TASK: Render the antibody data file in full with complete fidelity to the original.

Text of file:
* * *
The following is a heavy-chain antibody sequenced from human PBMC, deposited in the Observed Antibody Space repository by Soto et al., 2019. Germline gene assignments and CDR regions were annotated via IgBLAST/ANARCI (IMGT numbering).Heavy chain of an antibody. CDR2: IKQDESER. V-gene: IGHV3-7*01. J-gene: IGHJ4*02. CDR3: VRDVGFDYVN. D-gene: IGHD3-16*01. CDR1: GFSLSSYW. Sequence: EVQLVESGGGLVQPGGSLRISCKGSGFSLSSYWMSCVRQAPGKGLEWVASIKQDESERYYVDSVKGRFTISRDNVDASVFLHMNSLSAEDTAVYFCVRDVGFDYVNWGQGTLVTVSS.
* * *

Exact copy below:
The following is a heavy-chain antibody sequenced from human PBMC, deposited in the Observed Antibody Space repository by Soto et al., 2019. Germline gene assignments and CDR regions were annotated via IgBLAST/ANARCI (IMGT numbering).Heavy chain of an antibody. CDR2: IKQDESER. V-gene: IGHV3-7*01. J-gene: IGHJ4*02. CDR3: VRDVGFDYVN. D-gene: IGHD3-16*01. CDR1: GFSLSSYW. Sequence: EVQLVESGGGLVQPGGSLRISCKGSGFSLSSYWMSCVRQAPGKGLEWVASIKQDESERYYVDSVKGRFTISRDNVDASVFLHMNSLSAEDTAVYFCVRDVGFDYVNWGQGTLVTVSS.